WHO launched its Global Programme on AIDS
The FDA approved AZT as the first antiretroviral drug to be used as
a treatment for AIDS.
President Ronald Reagan and French Prime Minister Jacques Chirac announced
a joint agreement settling the dispute arising from the discovery
of the AIDS virus, the first international agreement relating to a
biomedical research issue to be announced by heads of state.
FDA approved the first Western blot blood test–a more specific
HIV diagnostic test.
The CDC reported that between 1981 and 1987, nine health care workers
caring for AIDS patients and having no other risk factors had been
infected with HIV.
NHLBI awarded a contract to maintain a colony of 50 chimpanzees for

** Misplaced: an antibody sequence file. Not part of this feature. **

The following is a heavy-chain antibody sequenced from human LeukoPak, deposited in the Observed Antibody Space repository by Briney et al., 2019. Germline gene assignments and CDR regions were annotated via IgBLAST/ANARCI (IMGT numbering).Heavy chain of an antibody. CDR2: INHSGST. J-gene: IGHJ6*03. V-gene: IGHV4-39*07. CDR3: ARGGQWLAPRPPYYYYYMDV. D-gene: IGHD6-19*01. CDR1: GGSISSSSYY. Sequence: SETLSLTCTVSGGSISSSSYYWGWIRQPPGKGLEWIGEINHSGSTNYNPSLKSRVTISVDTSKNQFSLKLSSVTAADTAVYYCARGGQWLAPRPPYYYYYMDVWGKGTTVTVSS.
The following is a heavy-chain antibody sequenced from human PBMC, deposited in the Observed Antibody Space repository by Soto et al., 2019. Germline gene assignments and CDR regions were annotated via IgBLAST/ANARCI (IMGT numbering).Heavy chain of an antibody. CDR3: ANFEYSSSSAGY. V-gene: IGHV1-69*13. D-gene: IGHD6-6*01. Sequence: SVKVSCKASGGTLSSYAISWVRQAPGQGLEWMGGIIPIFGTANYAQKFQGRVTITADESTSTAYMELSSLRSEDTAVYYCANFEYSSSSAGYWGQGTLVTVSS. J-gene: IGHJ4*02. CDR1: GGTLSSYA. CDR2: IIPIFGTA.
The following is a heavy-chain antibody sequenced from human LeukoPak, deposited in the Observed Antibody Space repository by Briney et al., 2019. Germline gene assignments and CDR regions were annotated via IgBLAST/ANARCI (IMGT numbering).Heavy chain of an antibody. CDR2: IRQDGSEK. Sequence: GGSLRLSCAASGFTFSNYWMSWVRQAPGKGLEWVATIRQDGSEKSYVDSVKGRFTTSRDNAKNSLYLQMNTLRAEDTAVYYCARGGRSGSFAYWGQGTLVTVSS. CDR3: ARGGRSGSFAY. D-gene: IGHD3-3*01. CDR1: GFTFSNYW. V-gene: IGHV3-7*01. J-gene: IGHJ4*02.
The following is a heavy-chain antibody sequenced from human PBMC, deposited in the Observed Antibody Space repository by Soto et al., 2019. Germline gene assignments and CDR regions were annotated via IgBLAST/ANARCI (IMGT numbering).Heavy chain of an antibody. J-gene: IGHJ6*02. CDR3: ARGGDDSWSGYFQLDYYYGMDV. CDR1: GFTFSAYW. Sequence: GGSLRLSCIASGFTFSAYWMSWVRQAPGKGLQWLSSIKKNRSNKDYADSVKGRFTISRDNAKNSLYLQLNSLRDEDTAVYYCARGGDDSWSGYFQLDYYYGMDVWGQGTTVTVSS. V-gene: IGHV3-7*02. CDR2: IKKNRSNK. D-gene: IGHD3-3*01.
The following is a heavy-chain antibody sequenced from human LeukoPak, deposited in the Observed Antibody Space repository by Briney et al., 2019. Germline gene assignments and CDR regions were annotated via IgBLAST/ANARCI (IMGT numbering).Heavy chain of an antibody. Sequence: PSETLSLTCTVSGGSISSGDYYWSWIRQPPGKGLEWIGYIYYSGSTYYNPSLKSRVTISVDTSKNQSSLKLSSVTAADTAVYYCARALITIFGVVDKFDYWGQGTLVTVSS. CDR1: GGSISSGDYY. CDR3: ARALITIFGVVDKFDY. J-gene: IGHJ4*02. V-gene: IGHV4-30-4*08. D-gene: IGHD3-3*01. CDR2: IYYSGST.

studies of post-transfusion HIV infection and AIDS.
The CDC reported 40,051 cases of AIDS in the United States with 23,165
The CDC revised its definition of AIDS to place a greater emphasis
on HIV infection status.
On August 18, Dr. H. Clifford Lane and his NIAID colleagues began
the first U.S. clinical trial at NIH to test an experimental HIV vaccine
NIAID established the AIDS Vaccine Evaluation Group (AVEG), a network
of clinical sites to conduct trials of experimental HIV vaccines.
The NIH Office of the Director launched its Targeted Antiviral Program
to encourage intramural analysis of the three-dimensional structure
of HIV and to determine the shape of protein-bound drugs.
Cleve Jones made the first panel for the AIDS Memorial Quilt in memory
of his friend Marvin Feldman.
NIAID established 17 Clinical Study Groups (CSGs) to extend to a wider
geographical area access to clinical trials of promising AIDS therapies.
The CDC released the results of a study on the prevalence of HIV infection
in the United States, indicating a shifting emphasis toward defining
AIDS as “infection with HIV” rather than by defining particular
“indicator diseases” that characterized late-stage AIDS.